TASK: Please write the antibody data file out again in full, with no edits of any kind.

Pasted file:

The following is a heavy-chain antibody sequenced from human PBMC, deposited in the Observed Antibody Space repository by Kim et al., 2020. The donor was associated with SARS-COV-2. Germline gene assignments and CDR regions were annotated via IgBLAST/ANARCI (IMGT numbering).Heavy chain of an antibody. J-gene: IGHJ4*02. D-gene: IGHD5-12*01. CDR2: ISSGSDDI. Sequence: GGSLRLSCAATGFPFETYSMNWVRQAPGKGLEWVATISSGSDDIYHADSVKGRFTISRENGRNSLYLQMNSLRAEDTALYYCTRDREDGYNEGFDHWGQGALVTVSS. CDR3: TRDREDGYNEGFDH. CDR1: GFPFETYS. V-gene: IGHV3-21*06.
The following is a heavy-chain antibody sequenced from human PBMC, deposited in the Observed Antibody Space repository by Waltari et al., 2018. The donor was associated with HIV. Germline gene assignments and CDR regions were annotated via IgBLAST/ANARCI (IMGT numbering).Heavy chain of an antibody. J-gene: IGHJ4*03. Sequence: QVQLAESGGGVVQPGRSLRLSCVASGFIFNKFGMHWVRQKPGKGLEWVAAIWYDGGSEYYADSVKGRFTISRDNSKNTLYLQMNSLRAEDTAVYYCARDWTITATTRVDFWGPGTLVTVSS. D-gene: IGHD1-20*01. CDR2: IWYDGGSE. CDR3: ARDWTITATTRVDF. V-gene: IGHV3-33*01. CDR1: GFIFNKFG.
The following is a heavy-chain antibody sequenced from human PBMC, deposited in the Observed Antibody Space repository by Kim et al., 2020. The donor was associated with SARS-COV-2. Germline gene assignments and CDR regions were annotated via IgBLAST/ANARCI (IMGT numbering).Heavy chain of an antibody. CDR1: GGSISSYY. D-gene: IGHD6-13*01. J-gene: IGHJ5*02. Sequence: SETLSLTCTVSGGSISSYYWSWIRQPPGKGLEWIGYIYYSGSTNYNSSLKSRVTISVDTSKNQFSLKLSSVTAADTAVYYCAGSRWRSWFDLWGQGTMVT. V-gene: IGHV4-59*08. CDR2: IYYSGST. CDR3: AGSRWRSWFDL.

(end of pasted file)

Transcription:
The following is a heavy-chain antibody sequenced from human PBMC, deposited in the Observed Antibody Space repository by Kim et al., 2020. The donor was associated with SARS-COV-2. Germline gene assignments and CDR regions were annotated via IgBLAST/ANARCI (IMGT numbering).Heavy chain of an antibody. J-gene: IGHJ4*02. D-gene: IGHD5-12*01. CDR2: ISSGSDDI. Sequence: GGSLRLSCAATGFPFETYSMNWVRQAPGKGLEWVATISSGSDDIYHADSVKGRFTISRENGRNSLYLQMNSLRAEDTALYYCTRDREDGYNEGFDHWGQGALVTVSS. CDR3: TRDREDGYNEGFDH. CDR1: GFPFETYS. V-gene: IGHV3-21*06.
The following is a heavy-chain antibody sequenced from human PBMC, deposited in the Observed Antibody Space repository by Waltari et al., 2018. The donor was associated with HIV. Germline gene assignments and CDR regions were annotated via IgBLAST/ANARCI (IMGT numbering).Heavy chain of an antibody. J-gene: IGHJ4*03. Sequence: QVQLAESGGGVVQPGRSLRLSCVASGFIFNKFGMHWVRQKPGKGLEWVAAIWYDGGSEYYADSVKGRFTISRDNSKNTLYLQMNSLRAEDTAVYYCARDWTITATTRVDFWGPGTLVTVSS. D-gene: IGHD1-20*01. CDR2: IWYDGGSE. CDR3: ARDWTITATTRVDF. V-gene: IGHV3-33*01. CDR1: GFIFNKFG.
The following is a heavy-chain antibody sequenced from human PBMC, deposited in the Observed Antibody Space repository by Kim et al., 2020. The donor was associated with SARS-COV-2. Germline gene assignments and CDR regions were annotated via IgBLAST/ANARCI (IMGT numbering).Heavy chain of an antibody. CDR1: GGSISSYY. D-gene: IGHD6-13*01. J-gene: IGHJ5*02. Sequence: SETLSLTCTVSGGSISSYYWSWIRQPPGKGLEWIGYIYYSGSTNYNSSLKSRVTISVDTSKNQFSLKLSSVTAADTAVYYCAGSRWRSWFDLWGQGTMVT. V-gene: IGHV4-59*08. CDR2: IYYSGST. CDR3: AGSRWRSWFDL.